In this July 4, 2010 file photo, Will Power (12), of Australia,… (David Boe, Associated Press )
Heart-pounding turns, surprising twists and edge-of-your-seat drama draw fans to the brand of high-speed automobile racing that will transform the streets of Baltimore in less than a year.
But as the inaugural Baltimore Grand Prix looms closer, it appears the lead-up to the event could be just as much of a nail-biter.
With the three-day racing festival just 10 months away, organizers have yet to land a title sponsor to help shoulder the cost of promotion. A set of light rail tracks is posing an apparently unprecedented challenge for engineers. And a lukewarm climate for Indy-style racing only adds to the uncertainty.
The team of local businessmen and lawyers staging the event is banking on tens of thousands of fans flocking to downtown Baltimore for a festival to span next Labor Day weekend. They say fans will pump tens of millions of dollars into the local economy, and the city will shine in media coverage as a picturesque backdrop for the whizzing open-wheeled cars.
The group has won over the city's elected leaders, who have pledged $7.75 million for road work and infrastructure repairs for the course.
But before the green flag may wave, millions more must be invested in miles of barriers and fences, grandstands and skyboxes, sanctioning fees and advertising campaigns in several markets. That's where corporate sponsors — and their deep pockets — play a key role.
"A title sponsor can make or break your event," said Speed Channel columnist Robin Miller, who has covered racing for four decades. Typically, the sponsor pays for print and broadcast ads and billboards in exchange for prominent placement of its name.
"Ten months out and they don't have a title sponsor?," Miller asked. "They've got to be nervous."
Sponsorships, which play an increasingly influential role in professional sport, are particularly crucial in racing. Drivers, teams and races all rely on corporate dollars to keep the intricately engineered and expensive-to-run cars on the tracks.
The decisions of sponsors in recent months to back away from two of Indy racing's most prominent drivers, Tony Kanaan and Ryan Hunter-Reay, have fueled fears that money for the sport is drying up, Miller said.
Event promoter Jay Davidson is confident his team can hook the right sponsors. Davidson, the president of Baltimore Racing Development, said the group is "negotiating hard with three different companies, and one of those companies will wind up being our title sponsor."
Davidson said legal agreements preclude him from naming the companies, but two are based in Maryland and one is from the surrounding region. He said he expects to announce a title sponsor in the next few weeks who will pay "in the low seven figures."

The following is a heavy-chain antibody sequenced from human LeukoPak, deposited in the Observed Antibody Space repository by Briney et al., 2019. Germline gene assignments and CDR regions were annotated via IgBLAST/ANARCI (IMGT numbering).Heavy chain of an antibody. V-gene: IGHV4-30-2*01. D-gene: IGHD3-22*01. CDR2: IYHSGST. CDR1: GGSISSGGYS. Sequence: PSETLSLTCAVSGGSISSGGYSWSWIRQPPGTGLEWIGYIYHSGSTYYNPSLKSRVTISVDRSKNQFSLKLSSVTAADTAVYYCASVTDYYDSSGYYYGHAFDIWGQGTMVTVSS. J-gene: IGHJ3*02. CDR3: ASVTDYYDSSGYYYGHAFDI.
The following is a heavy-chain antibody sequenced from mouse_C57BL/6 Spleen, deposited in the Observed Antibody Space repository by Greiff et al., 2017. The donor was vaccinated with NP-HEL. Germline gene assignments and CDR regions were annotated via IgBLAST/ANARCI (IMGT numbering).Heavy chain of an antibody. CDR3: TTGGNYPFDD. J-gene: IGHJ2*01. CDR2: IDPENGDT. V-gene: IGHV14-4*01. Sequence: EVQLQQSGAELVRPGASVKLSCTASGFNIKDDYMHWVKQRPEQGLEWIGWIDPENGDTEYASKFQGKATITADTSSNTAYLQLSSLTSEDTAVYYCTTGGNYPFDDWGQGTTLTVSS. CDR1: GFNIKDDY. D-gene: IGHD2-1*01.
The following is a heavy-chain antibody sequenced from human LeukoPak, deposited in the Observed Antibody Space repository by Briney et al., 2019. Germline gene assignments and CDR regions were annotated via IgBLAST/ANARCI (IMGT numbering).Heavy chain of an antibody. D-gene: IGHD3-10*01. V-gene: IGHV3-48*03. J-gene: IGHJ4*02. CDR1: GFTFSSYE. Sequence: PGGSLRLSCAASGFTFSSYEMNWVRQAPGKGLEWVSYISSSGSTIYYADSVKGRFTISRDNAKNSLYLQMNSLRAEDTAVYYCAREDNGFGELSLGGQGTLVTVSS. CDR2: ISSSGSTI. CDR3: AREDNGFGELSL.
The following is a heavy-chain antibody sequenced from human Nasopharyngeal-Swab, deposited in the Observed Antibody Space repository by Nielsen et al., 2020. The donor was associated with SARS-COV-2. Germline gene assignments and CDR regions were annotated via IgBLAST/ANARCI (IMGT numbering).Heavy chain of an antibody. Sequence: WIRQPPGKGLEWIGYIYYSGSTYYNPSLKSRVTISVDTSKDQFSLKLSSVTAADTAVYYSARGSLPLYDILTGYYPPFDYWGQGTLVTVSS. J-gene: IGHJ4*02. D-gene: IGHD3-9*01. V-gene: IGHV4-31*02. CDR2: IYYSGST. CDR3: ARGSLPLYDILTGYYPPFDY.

Baltimore Racing Development is trying to line up a separate sponsor for the American Le Mans Series race planned for the day before the Indy race.
Once the main sponsors have been nailed down, Davidson says, the group intends to sell as many as 20 smaller sponsorships for price tags ranging from $25,000 to $250,000.
"We've sort of taken a top-down approach to this, so we don't preclude anything from our title sponsor," he said.
Davidson says that he expects to announce sponsorship deals this week with the five hotels near the course: the Marriott, Harbor Court, Sheraton, InterContinental and Hilton.
"We're trying to give sponsors signage that is very clear and that will show up well on television, so that it won't be cluttered like some races," Davidson said. And the group organizers have the latitude to strike new deals up until just a few weeks before the race, he said.
But it's unclear how potential sponsors will respond to a race in Baltimore. Because it's the first year of the event, there are no guarantees on attendance or viewership.
Davidson said the Le Mans race will likely be broadcast on either CBS or the Speed Channel, and Sunday's Indy race will be aired on Versus. Versus, which airs the majority of the 17 races in the Indy series, draws about 300,000 viewers per broadcast, Miller said.
The Baltimore race will also be aired internationally. In subsequent years, Davidson said, it could be shown on ABC in this country.
Lee Igel, a professor of the business of sports at New York University, says the slumping economy makes sponsorship a harder sell. If profits are flagging, he says, it's tough to persuade shareholders to spend cash promoting a sporting event. And it's difficult to gauge the value of plastering a company's name on an event.
"There's no reliable metric on return on investment in sports sponsorships," Igel said. "You get lots of vanity plays and perks, but no one is quite sure how that turns into profits."
Igel says most new sporting events, teams and venues are unveiled with sponsorships already in place.